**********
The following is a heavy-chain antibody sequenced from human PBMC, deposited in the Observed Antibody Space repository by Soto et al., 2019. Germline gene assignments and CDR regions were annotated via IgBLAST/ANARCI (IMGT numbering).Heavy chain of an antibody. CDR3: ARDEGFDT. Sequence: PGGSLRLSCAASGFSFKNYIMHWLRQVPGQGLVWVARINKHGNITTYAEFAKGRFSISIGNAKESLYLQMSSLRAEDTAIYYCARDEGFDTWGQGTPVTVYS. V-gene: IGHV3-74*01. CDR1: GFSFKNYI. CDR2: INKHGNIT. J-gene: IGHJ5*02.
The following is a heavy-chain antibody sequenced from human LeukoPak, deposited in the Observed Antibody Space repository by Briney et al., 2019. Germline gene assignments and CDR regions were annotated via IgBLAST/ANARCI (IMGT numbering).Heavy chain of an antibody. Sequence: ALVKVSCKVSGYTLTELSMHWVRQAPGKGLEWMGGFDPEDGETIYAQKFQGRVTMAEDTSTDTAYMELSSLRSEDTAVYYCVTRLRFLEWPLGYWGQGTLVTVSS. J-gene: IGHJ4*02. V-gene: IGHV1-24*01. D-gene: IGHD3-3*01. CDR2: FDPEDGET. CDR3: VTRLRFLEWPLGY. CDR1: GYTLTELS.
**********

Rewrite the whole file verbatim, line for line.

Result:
The following is a heavy-chain antibody sequenced from human PBMC, deposited in the Observed Antibody Space repository by Soto et al., 2019. Germline gene assignments and CDR regions were annotated via IgBLAST/ANARCI (IMGT numbering).Heavy chain of an antibody. CDR3: ARDEGFDT. Sequence: PGGSLRLSCAASGFSFKNYIMHWLRQVPGQGLVWVARINKHGNITTYAEFAKGRFSISIGNAKESLYLQMSSLRAEDTAIYYCARDEGFDTWGQGTPVTVYS. V-gene: IGHV3-74*01. CDR1: GFSFKNYI. CDR2: INKHGNIT. J-gene: IGHJ5*02.
The following is a heavy-chain antibody sequenced from human LeukoPak, deposited in the Observed Antibody Space repository by Briney et al., 2019. Germline gene assignments and CDR regions were annotated via IgBLAST/ANARCI (IMGT numbering).Heavy chain of an antibody. Sequence: ALVKVSCKVSGYTLTELSMHWVRQAPGKGLEWMGGFDPEDGETIYAQKFQGRVTMAEDTSTDTAYMELSSLRSEDTAVYYCVTRLRFLEWPLGYWGQGTLVTVSS. J-gene: IGHJ4*02. V-gene: IGHV1-24*01. D-gene: IGHD3-3*01. CDR2: FDPEDGET. CDR3: VTRLRFLEWPLGY. CDR1: GYTLTELS.